I felt happier when on one of the training days I got a chance to play a game I had created. It was my highlight of the week and I thank Coaches Across Continents for their Online Education Program that has really shaped me as a CIC and the first hand experience I have gained from working alongside many CAC teams. Football has provided me the self discipline, leadership skills and confidence that continue to shape my life on and off the field. I feel fortunate to be a Community Impact Coach in Kampala. With this role I have been able recognize the power of sport to make a difference, and would like to be defined not only by my knowledge, but by my ability to bring out the best in every partner organization I go to. It is our duty to attempt to make the world a better place than it was when we found it. To realize this dream many of us are happy to go through endless hours of traveling and personal sacrifice. I love soccer but the side of the sport that I love most is one in which success isn’t defined by goals or medals, but instead by community impact and social change.
How Do I Play Messi for Gender Equity Again?
CAC Self-Directed Learning coach Markus Bensch blogs from Eldoret, Kenya with the Kenya Community Sports Foundation (KESOFO)
April 21st 2015. After working for 10 weeks Off-Field I was scheduled in Kenya to run 6 different programs in 6 weeks. It was the longest break from working On-Field since I joined Coaches Across Continents (CAC) one year ago. Would I still remember how to play the games? Do I still know how to coach or did I already become a woolly academic after spending hundreds of hours in front of my laptop screen? I would find out very soon. I left Germany just before Easter and arrived in Eldoret on Sunday April 5th. On Monday we had an introduction meeting with about 20 participants and our implementing partner Kenya Community Sports Foundation (KESOFO). When the first participants arrived at the meeting hall I could already feel the excitement building. I introduced myself and explained CAC but I couldn’t wait for Tuesday to get back on the field. My colleagues Turner and Kelly arrived on Monday night from Uganda after they just finished our programs there. I was very excited to work with Kelly again after we had so much fun in Tanzania in December running four different programs. And I looked forward to working with Turner for the first time after I met him last year in Uganda when he was still volunteering with Soccer Without Borders (SWB). And we were all very happy to welcome our Community Impact Coach (CIC) Phelix Aloo into our team. It was his first time joining CAC outside of his home community. On Tuesday morning at the breakfast table our team was finally complete and the fun part could start.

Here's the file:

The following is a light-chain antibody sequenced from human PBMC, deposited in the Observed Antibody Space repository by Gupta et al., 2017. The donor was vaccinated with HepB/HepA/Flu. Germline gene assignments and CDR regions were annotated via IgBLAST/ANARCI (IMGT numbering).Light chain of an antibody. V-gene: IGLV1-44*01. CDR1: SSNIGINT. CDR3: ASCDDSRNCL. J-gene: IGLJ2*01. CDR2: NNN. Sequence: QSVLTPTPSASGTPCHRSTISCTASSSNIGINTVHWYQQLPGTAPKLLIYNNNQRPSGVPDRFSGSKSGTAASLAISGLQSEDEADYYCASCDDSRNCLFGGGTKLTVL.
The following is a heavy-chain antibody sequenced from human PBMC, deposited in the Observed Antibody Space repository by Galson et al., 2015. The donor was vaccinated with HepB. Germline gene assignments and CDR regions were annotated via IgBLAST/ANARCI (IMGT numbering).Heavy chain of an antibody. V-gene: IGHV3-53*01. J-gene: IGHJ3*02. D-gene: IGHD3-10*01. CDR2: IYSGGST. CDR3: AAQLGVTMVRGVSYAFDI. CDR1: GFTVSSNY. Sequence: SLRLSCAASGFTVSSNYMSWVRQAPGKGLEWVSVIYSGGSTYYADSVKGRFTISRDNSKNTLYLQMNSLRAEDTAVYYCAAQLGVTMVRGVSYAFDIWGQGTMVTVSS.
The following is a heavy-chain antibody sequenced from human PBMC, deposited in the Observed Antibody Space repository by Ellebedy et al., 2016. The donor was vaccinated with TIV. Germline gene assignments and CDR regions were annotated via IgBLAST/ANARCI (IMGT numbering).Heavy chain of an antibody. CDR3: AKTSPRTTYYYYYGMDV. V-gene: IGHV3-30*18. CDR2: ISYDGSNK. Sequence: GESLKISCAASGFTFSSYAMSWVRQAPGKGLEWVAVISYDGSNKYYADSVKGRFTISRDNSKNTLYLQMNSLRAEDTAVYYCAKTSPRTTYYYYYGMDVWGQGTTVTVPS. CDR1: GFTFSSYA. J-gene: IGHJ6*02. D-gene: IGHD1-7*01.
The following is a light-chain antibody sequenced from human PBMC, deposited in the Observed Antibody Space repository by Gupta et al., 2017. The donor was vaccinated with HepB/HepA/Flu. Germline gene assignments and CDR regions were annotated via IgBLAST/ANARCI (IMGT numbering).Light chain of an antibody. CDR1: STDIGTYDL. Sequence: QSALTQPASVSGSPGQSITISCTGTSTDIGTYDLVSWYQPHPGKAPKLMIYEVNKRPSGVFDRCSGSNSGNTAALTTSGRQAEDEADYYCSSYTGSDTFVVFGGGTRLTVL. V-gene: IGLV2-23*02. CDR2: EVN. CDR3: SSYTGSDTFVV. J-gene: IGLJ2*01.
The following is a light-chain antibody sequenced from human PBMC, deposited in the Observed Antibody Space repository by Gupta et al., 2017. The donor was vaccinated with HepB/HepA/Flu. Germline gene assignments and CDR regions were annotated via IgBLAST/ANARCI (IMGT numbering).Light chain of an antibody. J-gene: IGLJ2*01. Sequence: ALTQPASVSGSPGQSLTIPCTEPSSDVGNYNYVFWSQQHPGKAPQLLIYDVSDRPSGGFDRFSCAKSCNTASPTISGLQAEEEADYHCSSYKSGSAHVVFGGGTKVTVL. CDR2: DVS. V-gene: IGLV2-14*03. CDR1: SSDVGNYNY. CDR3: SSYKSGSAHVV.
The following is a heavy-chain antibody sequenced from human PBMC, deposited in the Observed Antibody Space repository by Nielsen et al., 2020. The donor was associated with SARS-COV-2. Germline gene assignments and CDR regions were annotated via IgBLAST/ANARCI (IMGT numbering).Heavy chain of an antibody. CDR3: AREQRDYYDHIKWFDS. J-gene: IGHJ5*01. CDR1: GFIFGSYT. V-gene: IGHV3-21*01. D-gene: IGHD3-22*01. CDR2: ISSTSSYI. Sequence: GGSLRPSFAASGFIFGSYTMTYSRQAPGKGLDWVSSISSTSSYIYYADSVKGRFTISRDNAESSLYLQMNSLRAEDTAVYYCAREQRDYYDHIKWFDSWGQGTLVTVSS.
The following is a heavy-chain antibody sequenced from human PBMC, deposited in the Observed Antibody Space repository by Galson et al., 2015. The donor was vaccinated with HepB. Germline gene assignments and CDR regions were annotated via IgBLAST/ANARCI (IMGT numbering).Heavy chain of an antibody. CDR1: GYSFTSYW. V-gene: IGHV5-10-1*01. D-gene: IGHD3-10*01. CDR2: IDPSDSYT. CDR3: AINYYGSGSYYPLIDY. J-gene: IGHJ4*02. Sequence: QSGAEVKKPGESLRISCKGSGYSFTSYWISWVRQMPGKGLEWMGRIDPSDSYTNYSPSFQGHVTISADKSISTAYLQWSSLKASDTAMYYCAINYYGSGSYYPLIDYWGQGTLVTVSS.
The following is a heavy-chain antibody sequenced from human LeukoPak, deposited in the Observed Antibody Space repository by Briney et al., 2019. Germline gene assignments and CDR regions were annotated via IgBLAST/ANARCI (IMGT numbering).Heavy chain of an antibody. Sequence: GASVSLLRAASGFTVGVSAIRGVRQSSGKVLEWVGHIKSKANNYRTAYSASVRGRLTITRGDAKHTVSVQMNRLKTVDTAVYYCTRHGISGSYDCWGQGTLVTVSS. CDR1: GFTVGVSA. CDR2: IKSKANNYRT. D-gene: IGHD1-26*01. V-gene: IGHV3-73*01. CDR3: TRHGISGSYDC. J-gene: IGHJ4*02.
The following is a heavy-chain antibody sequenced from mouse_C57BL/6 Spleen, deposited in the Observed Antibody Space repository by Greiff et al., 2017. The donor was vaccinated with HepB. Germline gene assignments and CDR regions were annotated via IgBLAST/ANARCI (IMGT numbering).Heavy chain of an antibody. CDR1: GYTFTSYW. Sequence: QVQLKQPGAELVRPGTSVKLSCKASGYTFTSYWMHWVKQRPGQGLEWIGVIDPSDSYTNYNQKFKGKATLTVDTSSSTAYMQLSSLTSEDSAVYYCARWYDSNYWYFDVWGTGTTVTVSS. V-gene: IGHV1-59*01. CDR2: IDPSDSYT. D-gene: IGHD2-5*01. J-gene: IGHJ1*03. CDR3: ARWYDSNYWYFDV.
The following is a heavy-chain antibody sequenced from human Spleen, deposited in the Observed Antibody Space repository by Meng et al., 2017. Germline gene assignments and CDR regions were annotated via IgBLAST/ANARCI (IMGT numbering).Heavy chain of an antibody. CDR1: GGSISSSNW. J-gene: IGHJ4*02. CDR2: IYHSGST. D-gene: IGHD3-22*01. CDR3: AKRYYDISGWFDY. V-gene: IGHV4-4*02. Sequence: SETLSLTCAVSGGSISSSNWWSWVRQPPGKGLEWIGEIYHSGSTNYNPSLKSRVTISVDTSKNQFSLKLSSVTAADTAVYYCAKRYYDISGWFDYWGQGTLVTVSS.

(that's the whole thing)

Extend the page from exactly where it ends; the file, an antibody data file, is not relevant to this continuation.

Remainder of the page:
We wanted to start our training at 9am, but it is Africa so the clocks work differently, less precise and less commanding. We finally started about one and a half hours late and after asking the baseline questions we could finally get onto the field. We started with Circle of Friends and then I coached my first game after almost 3 months: Messi Skills for Life. As I was coaching I got this warm feeling in my body that tells me that I am in the right place in that particular moment, a place where I belong: the football pitch!